“It’s important for girls to know how wearing a bra properly can affect their posture and prevent rashes and dermatitis. Aside from health reasons, I believe a good supportive bra makes or breaks how a girl feels about themselves. When women are properly covered and feel comfortable, their self-confidence has room to shine!”

After a brief presentation, the girls were invited to come pick up their free items. This year, items ranged from one free bra for each girl, sports bras, feminine hygiene products, makeup, skin care products, and underwear. I Support The Girls donated so much underwear that students were able to take home 14 pair for themselves. If students were not sure of their sizes, Lindsay was available to size them if they chose to do so. 

“Bra Day is very exciting at RHS! I had a girl tell me she actually wasn’t planning on going to school that day, but remembered it was Bra Day, so she was there. I had another young lady tell me how grateful she was because she had no idea what her size was and she will be interviewing for jobs soon and now feels more confident. It’s awesome to see these young women being excited and feeling special. RHS truly appreciates the volunteers who make our girls feel comfortable and proud to be a young woman," RHS Assistant Principal Lauri Atkinson commented.

As all products are provided for free by I Support the Girls, The Stacey Carvey-Schoenhals Foundation served as a sponsor to ensure each girl received the products they needed. If a particular size ran out, The Outlet purchased the size and will deliver it to the schools after spring break. 

Lukas Schoenhals, husband of the late Stacey Schoenhals, commented on the sponsorship, “Giving back to students at Rochester Community Schools is at the heart of the Stacey Carvey-Schoenhals Foundation and being able to sponsor this wonderful program would have been something near and dear to Stacey. I’m grateful to live and work in a community that continues to invest in its youth and I know these supplies helped hundreds of young ladies at Rochester High School. Thank you to Taylor Showley & Lindsay Brubaker for all the hard work put into organizing this program and allowing us to help out.”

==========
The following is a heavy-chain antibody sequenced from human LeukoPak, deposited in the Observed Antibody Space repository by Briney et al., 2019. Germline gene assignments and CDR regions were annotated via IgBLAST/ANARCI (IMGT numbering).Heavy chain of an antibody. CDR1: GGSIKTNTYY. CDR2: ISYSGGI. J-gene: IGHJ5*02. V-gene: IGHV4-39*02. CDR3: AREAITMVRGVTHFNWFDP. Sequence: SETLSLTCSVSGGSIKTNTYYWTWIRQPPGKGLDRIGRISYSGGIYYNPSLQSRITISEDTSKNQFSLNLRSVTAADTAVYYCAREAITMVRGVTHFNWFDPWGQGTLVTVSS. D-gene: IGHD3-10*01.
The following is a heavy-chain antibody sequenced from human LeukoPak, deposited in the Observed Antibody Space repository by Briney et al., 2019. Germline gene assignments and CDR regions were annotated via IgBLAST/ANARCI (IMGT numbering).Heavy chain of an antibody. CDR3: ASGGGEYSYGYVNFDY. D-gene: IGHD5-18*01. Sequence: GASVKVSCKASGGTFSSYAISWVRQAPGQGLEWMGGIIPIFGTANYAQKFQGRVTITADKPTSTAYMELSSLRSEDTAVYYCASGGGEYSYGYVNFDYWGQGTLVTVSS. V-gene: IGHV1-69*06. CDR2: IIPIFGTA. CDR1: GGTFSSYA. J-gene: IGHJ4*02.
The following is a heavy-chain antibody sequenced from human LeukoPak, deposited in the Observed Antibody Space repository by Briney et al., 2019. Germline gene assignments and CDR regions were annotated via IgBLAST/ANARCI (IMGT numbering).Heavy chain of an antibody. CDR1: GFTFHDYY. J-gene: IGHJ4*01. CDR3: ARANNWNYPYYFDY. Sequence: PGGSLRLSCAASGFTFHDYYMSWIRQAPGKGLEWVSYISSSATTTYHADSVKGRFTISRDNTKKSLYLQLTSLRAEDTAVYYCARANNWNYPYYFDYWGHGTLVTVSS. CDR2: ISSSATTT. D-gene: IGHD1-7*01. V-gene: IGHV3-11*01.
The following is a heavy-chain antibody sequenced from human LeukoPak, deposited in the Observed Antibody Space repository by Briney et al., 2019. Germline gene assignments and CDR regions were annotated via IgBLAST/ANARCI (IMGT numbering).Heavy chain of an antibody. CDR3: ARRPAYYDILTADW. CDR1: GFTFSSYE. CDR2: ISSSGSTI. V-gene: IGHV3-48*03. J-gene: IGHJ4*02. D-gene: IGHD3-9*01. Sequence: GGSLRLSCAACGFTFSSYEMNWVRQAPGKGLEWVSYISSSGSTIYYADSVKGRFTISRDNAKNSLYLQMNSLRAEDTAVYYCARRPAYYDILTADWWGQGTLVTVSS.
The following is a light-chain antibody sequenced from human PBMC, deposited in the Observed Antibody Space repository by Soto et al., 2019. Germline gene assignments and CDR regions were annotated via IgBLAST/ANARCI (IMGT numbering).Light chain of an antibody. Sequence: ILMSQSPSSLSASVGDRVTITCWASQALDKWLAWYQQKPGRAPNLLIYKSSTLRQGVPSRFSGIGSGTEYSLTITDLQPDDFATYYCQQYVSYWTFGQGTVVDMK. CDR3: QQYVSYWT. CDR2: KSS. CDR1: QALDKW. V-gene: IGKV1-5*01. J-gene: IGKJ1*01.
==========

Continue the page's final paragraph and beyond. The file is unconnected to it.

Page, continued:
Department of Workforce Development releases January's employment report

The unemployment rate of the State of Indiana in January stands at 3.5%, according to the Indiana Department of Workforce Development. By comparison, the national unemployment rate for January stands at 3.7%.

In addition, Indiana’s labor force participation rate stands at 63% for January, remaining above the national rate of 62.5%. This rate is the percentage of Hoosiers 16-and-older that are either working or actively looking for work.

Those not in the labor force include, primarily, students, retirees and other non-working populations, such as individuals unable to work due to a disability or illness, or adults responsible for their family's childcare needs.

Indiana’s total labor force stands at 3,398,047 - a decrease of 10,628 from the previous month.

"Indiana has carried the momentum from a strong economy in 2023 into 2024," said DWD Commissioner Richard Paulk. "The unemployment rate of 3.5% remains near historic lows and remains below the national average. Additionally, Indiana has again set a new peak for private sector employment."

Private sector employment in Indiana increased by 10,500 jobs over the last month, resulting in a gain of 42,000 jobs from this time last year. Indiana's January private employment stands at 2,845,300.
Industries that experienced job increases in January included:

  • Construction (+2,700)
  • Trade, Transportation and Utilities (+2,700)
  • Private Educational and Health Services (+1,900)

As of March 4, there were 98,653 open job postings throughout the state. As of the week ending on Feb. 24, Indiana had 26,370 continued unemployment insurance claims filed.